Interview with training principal Giles Chesher
Chambers Student: What were the highlights of 2016/17 at Squire Patton Boggs?
Giles Chesher: We've always focused on developing homegrown talent and of the seven people we promoted to partner in the UK and Europe in 2016/17, two trained and qualified with the firm and a further three joined us as junior lawyers over ten years ago. It's also worth pointing out that Jane Haxby, who was appointed European managing partner this year, also trained and qualified with the firm. This is the type of firm we are – we invest in the best people early on. At the same time we've made a number of senior level lateral hires into the energy team in London. Energy is important because it links into other areas of focus for the firm like chemicals and infrastructure, so we're playing to our strengths.
Our regional offices are strong in their markets and are not reliant on work coming from London. In the first three months of this year, Leeds did £1.7 billion worth of deals and Manchester continues to lead our chemicals expertise and we are continuing to invest in our infrastructure capabilities. We are shortly going to be moving into a new office building in Manchester. It's right in the city centre at One Spinningfields. It's purpose built and we're going to be sharing the building with companies like PwC.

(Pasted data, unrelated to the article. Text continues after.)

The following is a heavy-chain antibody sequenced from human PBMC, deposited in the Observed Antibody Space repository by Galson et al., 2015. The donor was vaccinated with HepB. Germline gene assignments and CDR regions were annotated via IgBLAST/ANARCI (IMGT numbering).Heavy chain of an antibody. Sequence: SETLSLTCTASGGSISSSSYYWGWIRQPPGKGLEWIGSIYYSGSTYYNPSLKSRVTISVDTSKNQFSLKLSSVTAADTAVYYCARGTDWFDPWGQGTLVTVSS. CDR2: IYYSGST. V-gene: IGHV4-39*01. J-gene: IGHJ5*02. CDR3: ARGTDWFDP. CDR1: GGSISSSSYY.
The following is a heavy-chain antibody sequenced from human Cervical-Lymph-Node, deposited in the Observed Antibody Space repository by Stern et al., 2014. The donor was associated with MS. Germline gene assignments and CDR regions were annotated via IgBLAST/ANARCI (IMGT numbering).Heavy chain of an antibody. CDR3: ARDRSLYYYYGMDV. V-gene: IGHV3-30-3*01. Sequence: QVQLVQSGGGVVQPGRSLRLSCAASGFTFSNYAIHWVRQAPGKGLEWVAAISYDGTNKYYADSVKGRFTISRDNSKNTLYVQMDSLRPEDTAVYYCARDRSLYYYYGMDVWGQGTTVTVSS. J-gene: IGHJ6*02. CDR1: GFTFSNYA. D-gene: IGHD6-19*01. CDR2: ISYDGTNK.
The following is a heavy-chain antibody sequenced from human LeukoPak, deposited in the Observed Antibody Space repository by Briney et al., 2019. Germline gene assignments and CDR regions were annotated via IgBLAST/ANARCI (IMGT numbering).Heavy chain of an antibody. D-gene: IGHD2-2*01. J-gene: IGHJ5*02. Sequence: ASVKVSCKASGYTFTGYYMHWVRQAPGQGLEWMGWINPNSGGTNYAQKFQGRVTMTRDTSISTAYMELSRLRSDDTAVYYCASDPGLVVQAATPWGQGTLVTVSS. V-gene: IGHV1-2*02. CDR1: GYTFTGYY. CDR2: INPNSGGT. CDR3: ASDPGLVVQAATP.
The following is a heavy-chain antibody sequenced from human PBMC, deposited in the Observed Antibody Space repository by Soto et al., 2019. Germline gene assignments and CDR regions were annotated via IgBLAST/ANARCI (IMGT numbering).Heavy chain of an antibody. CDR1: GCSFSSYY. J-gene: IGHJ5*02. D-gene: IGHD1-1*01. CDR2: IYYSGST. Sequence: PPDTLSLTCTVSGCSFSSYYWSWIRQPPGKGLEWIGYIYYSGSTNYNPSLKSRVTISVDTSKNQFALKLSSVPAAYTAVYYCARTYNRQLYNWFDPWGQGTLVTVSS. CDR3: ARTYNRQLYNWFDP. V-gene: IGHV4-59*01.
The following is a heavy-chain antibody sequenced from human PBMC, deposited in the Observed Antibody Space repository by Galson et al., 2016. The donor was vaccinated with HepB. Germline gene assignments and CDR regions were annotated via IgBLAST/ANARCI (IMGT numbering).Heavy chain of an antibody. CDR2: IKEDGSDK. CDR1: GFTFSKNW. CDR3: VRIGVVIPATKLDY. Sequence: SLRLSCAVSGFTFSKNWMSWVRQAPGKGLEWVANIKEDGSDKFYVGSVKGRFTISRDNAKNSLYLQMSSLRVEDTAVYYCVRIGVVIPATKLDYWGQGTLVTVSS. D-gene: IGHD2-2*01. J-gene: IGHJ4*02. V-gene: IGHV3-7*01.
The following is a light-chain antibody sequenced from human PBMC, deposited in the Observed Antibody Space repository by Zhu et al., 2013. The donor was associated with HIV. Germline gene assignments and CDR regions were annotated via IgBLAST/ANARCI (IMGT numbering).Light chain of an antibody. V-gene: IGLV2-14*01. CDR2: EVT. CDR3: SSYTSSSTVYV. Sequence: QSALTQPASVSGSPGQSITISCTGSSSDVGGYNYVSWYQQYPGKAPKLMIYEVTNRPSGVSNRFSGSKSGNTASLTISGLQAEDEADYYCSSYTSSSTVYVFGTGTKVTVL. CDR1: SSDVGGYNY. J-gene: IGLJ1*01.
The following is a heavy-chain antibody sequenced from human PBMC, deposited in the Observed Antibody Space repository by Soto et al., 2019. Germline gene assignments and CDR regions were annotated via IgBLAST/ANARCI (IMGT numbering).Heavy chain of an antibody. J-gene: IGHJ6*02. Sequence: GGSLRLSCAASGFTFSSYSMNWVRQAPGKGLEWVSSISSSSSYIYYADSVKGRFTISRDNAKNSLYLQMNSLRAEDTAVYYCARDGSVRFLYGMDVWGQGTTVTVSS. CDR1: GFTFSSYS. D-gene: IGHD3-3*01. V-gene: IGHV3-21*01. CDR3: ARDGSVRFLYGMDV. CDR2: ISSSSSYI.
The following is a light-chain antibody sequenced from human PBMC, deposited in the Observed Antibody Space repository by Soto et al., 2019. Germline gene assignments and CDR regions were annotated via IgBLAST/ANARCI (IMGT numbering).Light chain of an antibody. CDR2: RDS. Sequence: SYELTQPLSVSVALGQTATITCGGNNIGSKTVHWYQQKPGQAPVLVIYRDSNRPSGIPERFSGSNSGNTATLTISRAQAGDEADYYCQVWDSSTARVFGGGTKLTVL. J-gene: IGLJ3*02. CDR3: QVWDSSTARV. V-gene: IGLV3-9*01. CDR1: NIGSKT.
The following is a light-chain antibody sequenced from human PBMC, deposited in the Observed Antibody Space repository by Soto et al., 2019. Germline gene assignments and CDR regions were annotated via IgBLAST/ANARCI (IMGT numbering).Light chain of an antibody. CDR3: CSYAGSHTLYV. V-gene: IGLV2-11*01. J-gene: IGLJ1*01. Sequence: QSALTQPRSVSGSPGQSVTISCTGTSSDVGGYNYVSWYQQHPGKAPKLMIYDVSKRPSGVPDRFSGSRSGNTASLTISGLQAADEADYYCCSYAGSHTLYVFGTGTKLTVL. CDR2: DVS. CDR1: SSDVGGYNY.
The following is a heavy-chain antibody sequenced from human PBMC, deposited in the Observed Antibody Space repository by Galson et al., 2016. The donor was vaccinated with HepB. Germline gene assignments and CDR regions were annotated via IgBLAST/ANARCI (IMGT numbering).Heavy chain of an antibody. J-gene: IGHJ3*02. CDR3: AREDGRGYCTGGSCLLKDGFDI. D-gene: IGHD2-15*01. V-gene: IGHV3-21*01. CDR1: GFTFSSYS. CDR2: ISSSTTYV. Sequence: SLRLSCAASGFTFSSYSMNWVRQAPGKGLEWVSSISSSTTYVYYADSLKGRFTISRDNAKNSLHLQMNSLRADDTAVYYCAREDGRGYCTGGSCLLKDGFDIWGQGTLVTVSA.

We moved to new premises in Leeds in 2016 which has been an absolute success because we've been able to bring everyone together and make sure that everyone's on one floor. It's not an open-plan set-up – everyone's in offices, but it really does foster team work. Plus we're right in the heart of the business district.
We are well-established in Birmingham. Our office is situated in a prime location in the city centre, and we have a strong reputation for our work within the automotive and manufacturing sector.
CS: What should our readers know about the firm's strategy for the future?
GC: We have a very strong mid-market corporate practice and and we will continue to build on our existing corporate profile. We have also made considerable progress in building our reputation in key industry sectors. As a firm we focus on the following four key sectors: chemicals, healthcare, global infrastructure and automotive. With the merger of [California firm] Carroll, Burdick & McDonough in 2016, we have strengthened our automotive and manufacturing capability. In terms of expansion, we are looking to recruit into our three offices in Germany as that is a massive business centre, plus with Brexit it could become more of a prominent player.
CS: Speaking of Brexit, how do you think it will affect the firm?